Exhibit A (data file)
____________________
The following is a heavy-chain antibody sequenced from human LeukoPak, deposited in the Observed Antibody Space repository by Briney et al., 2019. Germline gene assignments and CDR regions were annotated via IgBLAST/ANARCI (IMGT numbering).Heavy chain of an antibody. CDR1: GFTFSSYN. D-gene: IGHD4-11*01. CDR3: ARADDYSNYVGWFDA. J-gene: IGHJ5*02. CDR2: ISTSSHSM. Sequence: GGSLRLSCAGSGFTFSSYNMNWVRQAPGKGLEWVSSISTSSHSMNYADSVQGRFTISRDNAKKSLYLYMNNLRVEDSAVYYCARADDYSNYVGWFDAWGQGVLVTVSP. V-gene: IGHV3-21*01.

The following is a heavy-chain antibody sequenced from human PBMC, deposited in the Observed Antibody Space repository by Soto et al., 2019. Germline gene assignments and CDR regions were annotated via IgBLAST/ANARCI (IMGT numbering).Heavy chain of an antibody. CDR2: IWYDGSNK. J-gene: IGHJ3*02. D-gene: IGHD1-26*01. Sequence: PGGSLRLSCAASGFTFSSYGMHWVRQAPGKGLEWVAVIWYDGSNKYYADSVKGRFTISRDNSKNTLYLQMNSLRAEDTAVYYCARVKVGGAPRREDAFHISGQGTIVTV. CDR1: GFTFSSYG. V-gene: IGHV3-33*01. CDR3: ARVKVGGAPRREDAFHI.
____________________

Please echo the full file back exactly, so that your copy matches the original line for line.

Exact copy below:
The following is a heavy-chain antibody sequenced from human LeukoPak, deposited in the Observed Antibody Space repository by Briney et al., 2019. Germline gene assignments and CDR regions were annotated via IgBLAST/ANARCI (IMGT numbering).Heavy chain of an antibody. CDR1: GFTFSSYN. D-gene: IGHD4-11*01. CDR3: ARADDYSNYVGWFDA. J-gene: IGHJ5*02. CDR2: ISTSSHSM. Sequence: GGSLRLSCAGSGFTFSSYNMNWVRQAPGKGLEWVSSISTSSHSMNYADSVQGRFTISRDNAKKSLYLYMNNLRVEDSAVYYCARADDYSNYVGWFDAWGQGVLVTVSP. V-gene: IGHV3-21*01.

The following is a heavy-chain antibody sequenced from human PBMC, deposited in the Observed Antibody Space repository by Soto et al., 2019. Germline gene assignments and CDR regions were annotated via IgBLAST/ANARCI (IMGT numbering).Heavy chain of an antibody. CDR2: IWYDGSNK. J-gene: IGHJ3*02. D-gene: IGHD1-26*01. Sequence: PGGSLRLSCAASGFTFSSYGMHWVRQAPGKGLEWVAVIWYDGSNKYYADSVKGRFTISRDNSKNTLYLQMNSLRAEDTAVYYCARVKVGGAPRREDAFHISGQGTIVTV. CDR1: GFTFSSYG. V-gene: IGHV3-33*01. CDR3: ARVKVGGAPRREDAFHI.